From here Booth was slowly evacuated down to the battalion Regimental Aid Post, and from there to a Field Ambulance via a wheeled stretcher. After that he was taken to a Casualty Clearing Station by ambulance. He knew he had a `Blighty One’ and that he was going home, but even here, Booth ran into problems,

“… an orderly of the R.A.M.C. came and said he had got to remove all my clothes. First thing he did was cut off my respirator. I told him to be careful as there were some detonators in it. He almost ran away and came back with a C.S.M. who threatened to put me on a charge for bringing them into a hospital.”

Elsewhere, the 13th Battalion had run into similar problems. Like their comrades in the 11th, a welcome issue of coffee and rum had arrived before zero hour. Although in a support role, the whole battalion had already been detailed to follow the 11th Battalion’s attack, and so at zero hour they moved off into No Man’s Land. A and B companies spearheaded the attack, and encountered the same difficulties in crossing the gully. At one point, due to the intensity of the German barrage, many men took shelter in the gully. This proved of little use as cover, so the officers ordered their men forward again. By the time D Company reached these positions, all the officers of C Company had become casualties. The officer now in charge, Second Lieutenant H.H. Storey, sent one of his officers to find out what was holding up the advance. This Second Lieutenant encountered Captain Mitchell of the 11th, who told him he could, and would not, advance unless ordered to do so by his commanding officer. This order having not been given, Storey ordered his men in support of what was left of the 11th Battalion, who were by now storming the German support lines.

However, as they left the partial cover of the gully, they came under murderous machine-gun fire, with several officers being wounded, and resulting in Story’s party falling back again to the gully. But, with the aid of some stragglers, Storey pushed forward yet another attack, and after losing direction somewhat ended up in a very battered German trench. He decided to hold on to this precarious position, and sent out patrols to see what was happening and make contact with the rest of the battalion, but to no avail. One last patrol returned with the news that a withdrawal was taking place among the 11th Battalion, so Storey led his men back to the original British front line. Here he was sent down to the commanding officer, Lieutenant Colonel Draffen, who told him he had information that elements of the 11th were still in the German lines, and so Storey and his men would have to attack again. However, orders came down from Brigade Headquarters at the last minute, saying the attack was over and Storey was to stay put.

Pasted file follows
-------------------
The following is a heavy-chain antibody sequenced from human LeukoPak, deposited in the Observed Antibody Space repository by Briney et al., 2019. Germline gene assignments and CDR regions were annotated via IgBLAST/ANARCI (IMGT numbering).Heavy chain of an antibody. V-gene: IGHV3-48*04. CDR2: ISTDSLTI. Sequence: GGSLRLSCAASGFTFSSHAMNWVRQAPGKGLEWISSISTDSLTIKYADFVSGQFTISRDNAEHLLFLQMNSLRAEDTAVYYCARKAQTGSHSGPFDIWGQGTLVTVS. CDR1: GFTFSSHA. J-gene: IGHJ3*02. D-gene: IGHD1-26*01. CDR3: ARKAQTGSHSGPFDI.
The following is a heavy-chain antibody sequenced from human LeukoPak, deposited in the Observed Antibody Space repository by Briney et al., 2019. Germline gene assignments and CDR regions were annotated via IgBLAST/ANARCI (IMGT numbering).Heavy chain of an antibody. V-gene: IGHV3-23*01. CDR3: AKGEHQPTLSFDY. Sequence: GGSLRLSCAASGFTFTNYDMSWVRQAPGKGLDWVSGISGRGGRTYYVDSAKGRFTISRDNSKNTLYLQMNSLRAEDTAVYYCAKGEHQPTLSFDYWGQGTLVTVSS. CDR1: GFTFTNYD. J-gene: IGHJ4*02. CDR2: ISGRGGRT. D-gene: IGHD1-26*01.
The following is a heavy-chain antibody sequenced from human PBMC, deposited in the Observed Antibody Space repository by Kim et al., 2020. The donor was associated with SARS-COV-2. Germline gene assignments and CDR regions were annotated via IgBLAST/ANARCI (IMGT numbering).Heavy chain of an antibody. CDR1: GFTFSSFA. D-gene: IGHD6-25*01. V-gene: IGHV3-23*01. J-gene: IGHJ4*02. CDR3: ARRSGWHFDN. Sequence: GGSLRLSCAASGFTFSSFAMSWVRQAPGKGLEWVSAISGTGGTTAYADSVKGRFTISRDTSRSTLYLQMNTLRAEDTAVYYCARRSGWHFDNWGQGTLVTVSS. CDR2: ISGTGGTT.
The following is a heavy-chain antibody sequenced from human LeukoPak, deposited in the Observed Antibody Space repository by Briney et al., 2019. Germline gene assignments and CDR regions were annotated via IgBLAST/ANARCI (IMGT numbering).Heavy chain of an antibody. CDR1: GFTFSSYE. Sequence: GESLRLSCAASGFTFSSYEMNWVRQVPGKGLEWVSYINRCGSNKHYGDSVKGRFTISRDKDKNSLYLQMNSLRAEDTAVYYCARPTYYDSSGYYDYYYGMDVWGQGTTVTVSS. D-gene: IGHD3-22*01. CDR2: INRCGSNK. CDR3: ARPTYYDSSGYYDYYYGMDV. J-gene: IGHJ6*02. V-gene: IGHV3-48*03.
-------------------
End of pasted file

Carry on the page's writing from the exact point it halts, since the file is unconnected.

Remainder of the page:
Meanwhile, A Company under Captain Arthur Fabian was making its way towards the German front line; but not before they ran into a dazed mob of stragglers from the 117th Brigade who informed them the order to withdraw had been heard. Fabian ignored them, and led his men on with the call ” Come on A Company 13th ! “. Fifty yards from the German trenches Fabian had two of his fingers blown off and although continuing to lead his men, he finally went down in a hail of machine-gun fire. All momentum was now lost, and the survivors took cover in shell holes. At this point, the only officer left, Lieutenant John de Carrick Cheape, took over what was left of the now disorganised and scattered Company. By now, the only worthwhile job left doing was to collect the wounded, it was while helping with one of these stretcher parties that Cheape, too, was hit and killed by a German sniper. Leaderless, the survivors made their way back to the British lines.

The support troops had faired little better. The Vickers guns had failed to come into action, as none of the positions captured could be consolidated. The 116th Trench Mortar Battery officer could only report heavy casualties in his unit and that the best his unit had been able to do was set up two Stokes mortars in a shell hole in No Man’s Land and fire 260 rounds in support of the infantry. The officer in command of them, Second Lieutenant F.W. Barrow, a Southdowns officers attached, lay dead near the guns.